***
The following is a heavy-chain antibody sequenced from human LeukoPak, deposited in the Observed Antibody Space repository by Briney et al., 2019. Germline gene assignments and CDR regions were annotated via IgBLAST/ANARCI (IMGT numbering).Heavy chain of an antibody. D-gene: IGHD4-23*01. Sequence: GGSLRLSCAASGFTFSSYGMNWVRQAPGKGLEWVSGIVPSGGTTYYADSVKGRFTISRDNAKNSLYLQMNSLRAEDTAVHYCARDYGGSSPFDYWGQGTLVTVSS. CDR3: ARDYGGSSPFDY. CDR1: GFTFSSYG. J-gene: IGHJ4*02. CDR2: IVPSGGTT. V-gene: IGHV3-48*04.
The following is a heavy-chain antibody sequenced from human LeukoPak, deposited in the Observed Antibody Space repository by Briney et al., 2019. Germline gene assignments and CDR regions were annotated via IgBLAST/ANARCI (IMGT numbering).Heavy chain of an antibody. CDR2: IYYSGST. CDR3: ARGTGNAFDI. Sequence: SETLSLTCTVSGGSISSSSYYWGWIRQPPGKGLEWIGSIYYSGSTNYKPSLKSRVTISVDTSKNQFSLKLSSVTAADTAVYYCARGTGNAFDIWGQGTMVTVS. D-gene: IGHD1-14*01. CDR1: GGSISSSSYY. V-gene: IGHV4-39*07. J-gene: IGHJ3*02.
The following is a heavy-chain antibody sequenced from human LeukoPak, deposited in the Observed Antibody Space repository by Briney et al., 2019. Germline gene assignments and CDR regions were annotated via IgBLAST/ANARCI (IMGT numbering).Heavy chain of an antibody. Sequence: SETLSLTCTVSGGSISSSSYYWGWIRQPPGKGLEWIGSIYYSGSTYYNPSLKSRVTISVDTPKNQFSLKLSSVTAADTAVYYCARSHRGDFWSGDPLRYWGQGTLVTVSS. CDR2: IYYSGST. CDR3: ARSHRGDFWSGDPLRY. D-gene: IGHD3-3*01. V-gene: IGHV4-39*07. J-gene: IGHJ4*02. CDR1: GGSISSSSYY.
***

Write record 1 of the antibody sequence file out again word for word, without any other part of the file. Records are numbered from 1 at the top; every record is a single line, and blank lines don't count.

The following is a heavy-chain antibody sequenced from human LeukoPak, deposited in the Observed Antibody Space repository by Briney et al., 2019. Germline gene assignments and CDR regions were annotated via IgBLAST/ANARCI (IMGT numbering).Heavy chain of an antibody. D-gene: IGHD4-23*01. Sequence: GGSLRLSCAASGFTFSSYGMNWVRQAPGKGLEWVSGIVPSGGTTYYADSVKGRFTISRDNAKNSLYLQMNSLRAEDTAVHYCARDYGGSSPFDYWGQGTLVTVSS. CDR3: ARDYGGSSPFDY. CDR1: GFTFSSYG. J-gene: IGHJ4*02. CDR2: IVPSGGTT. V-gene: IGHV3-48*04.